Today, we will look at the additional flexibility gained in how the ORDER BY and FETCH FIRST n ROWS ONLY clauses can be specified in V9. Prior to the V9, the only place you could specify these clauses was at the statement level. Indeed, this has been a source of confusion for many DB2 SQL programmers.
A discussion of DB2 SELECT should be broken down into three topics:
- subselect, and
A fullselect can be part of a select-statement, a CREATE VIEW statement, or an INSERT statement. Basically, a fullselect specifies a result table. Prior to V9, this sometimes confused folks as they tried to put a FETCH FIRST n ROWS clause or an ORDER BY in a view or as part of an INSERT. That was not allowed!
Finally, a subselect is a component of the fullselect. A subselect specifies a result table derived from the result of its first FROM clause. The derivation can be described as a sequence of operations in which the result of each operation is input for the next.
This is all a bit confusing. Think of it this way: in a subselect you specify the FROM to get the tables, the WHERE to get the conditions, GROUP BY to get aggregation, HAVING to get the conditions on the aggregated data, and the SELECT clause to get the actual columns. In a fullselect you add in the UNION to combine subselects and other fullselects. Finally, you add on any optional order-by, fetch-first, update, read-only, optimize-for, isolation and queryno clauses to get the select-statement.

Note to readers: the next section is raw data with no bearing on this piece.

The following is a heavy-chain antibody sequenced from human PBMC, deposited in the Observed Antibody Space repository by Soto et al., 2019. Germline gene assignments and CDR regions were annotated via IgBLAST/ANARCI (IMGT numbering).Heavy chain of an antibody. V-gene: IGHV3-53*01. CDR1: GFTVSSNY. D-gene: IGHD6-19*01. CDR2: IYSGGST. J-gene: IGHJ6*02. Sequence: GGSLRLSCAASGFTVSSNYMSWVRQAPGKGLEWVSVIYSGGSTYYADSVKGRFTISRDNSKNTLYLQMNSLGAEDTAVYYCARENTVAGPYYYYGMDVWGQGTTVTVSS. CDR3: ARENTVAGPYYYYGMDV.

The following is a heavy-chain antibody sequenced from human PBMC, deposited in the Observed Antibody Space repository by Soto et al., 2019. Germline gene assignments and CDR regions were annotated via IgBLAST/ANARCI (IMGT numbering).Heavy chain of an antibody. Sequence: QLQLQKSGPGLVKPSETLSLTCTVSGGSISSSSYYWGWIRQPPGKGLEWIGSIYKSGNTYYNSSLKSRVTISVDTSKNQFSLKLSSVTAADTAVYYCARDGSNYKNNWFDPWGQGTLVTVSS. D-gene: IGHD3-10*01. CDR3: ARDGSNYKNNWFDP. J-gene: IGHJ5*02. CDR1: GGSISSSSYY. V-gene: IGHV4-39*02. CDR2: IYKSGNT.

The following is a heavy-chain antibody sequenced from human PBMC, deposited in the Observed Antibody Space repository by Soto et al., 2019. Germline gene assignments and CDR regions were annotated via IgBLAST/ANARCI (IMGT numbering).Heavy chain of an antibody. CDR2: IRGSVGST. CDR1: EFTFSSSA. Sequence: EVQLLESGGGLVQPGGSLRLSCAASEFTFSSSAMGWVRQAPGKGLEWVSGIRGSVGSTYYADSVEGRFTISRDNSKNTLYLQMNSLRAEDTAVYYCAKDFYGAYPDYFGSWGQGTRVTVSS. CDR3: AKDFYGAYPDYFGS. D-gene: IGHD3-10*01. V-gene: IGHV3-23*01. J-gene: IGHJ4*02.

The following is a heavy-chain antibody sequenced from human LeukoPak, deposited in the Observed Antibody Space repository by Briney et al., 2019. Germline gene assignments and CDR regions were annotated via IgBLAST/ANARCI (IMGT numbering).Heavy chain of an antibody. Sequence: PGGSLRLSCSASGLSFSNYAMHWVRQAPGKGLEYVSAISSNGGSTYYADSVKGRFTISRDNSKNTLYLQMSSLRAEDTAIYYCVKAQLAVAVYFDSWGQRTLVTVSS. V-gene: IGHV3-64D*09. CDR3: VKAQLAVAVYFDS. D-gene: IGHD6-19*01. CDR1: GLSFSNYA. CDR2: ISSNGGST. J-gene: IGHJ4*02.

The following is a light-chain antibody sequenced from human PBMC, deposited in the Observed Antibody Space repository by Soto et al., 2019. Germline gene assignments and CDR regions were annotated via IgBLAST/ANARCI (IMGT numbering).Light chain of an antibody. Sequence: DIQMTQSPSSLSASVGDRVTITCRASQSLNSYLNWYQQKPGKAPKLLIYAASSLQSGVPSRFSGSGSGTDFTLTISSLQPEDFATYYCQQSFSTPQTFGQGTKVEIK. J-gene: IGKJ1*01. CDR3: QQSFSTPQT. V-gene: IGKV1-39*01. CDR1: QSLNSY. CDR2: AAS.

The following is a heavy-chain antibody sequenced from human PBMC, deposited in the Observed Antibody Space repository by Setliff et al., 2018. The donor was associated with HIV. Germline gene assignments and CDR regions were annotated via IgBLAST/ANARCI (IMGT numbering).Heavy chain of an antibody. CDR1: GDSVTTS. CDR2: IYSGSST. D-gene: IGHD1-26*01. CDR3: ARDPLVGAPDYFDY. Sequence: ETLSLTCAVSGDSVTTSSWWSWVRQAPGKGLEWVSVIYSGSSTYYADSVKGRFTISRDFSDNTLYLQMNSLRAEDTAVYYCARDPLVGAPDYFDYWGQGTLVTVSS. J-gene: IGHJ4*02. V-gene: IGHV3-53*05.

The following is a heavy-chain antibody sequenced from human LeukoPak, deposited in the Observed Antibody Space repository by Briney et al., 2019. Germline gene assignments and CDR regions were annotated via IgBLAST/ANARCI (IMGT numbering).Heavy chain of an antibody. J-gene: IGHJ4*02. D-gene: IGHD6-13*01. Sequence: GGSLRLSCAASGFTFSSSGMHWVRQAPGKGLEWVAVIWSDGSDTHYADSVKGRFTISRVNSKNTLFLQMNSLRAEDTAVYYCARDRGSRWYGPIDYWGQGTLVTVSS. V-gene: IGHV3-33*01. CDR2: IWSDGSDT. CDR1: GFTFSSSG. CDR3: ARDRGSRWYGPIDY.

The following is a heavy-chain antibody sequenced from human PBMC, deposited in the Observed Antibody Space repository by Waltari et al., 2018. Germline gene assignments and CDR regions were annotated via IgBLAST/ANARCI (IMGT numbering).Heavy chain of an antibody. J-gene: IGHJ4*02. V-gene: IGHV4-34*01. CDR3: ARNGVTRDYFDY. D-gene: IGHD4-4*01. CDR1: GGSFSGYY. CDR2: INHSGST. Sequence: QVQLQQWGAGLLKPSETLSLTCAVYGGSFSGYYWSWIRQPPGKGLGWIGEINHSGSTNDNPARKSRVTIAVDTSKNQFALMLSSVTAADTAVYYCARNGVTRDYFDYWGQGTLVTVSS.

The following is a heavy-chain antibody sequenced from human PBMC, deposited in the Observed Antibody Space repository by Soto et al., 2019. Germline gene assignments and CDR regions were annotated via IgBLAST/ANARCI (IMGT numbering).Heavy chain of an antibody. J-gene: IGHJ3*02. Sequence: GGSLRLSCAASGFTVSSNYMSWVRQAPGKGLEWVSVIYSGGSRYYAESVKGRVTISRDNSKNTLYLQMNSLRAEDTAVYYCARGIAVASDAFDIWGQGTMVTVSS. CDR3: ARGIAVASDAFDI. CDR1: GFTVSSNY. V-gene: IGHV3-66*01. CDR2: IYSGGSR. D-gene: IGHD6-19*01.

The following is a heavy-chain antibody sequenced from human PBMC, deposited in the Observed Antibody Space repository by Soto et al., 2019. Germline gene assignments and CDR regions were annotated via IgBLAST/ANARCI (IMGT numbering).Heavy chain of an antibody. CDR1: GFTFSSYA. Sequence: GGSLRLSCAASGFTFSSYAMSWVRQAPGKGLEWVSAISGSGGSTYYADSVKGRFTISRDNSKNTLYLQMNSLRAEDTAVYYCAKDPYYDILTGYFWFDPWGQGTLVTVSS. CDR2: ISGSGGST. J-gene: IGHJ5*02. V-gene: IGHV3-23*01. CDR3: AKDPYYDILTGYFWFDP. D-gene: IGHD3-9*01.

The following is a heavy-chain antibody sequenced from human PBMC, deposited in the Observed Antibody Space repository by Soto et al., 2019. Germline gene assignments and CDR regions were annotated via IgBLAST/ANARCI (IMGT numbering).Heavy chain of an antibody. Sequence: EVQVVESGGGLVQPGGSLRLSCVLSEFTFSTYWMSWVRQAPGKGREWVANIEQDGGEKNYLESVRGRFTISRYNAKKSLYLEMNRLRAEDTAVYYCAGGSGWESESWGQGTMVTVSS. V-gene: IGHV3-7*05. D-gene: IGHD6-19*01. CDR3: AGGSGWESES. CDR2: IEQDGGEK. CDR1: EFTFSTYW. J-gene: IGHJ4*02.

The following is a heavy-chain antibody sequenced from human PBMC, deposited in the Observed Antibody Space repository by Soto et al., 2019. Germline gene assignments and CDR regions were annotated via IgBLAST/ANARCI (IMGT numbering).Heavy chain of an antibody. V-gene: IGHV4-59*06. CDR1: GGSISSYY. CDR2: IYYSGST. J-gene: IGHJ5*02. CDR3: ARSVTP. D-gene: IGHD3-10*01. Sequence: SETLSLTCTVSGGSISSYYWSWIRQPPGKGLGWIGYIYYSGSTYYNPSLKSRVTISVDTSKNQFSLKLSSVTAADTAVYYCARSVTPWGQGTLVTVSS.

But, of course, as of V9 you can use the order-by and/or the fetch-first at the subselect or fullselect level. This can be useful if you want to limit the results within a subquery or part of a UNION statement. Also, if you specify ORDER BY with FETCH FIRST n ROWS ONLY, the result is ordered before the fetch-first is applied. (That's a good thing.)
So, that means all of the following are now legal SQL formulations in V9:
(SELECT COL1 FROM T1
SELECT COL1 FROM T2
ORDER BY 1)
SELECT COL1 FROM T3
ORDER BY 1;
This example shows how ORDER BY can be applied in fullselects with UNION.
SELECT EMP_ACT.EMPNO, PROJNO
WHERE EMP_ACT.EMPNO IN (SELECT EMPLOYEE.EMPNO
ORDER BY SALARY DESC
FETCH FIRST 10 ROWS ONLY);
And this example will return the employee number and project number for any projects assigned to employees with one of the top ten salaries.
So, once you move to V9 you will have much more lattitude in how you write your SELECTs. If you are interested in more details, here is a link to the section of the DB2 9 for z/OS SQL Reference manual on building SQL queries.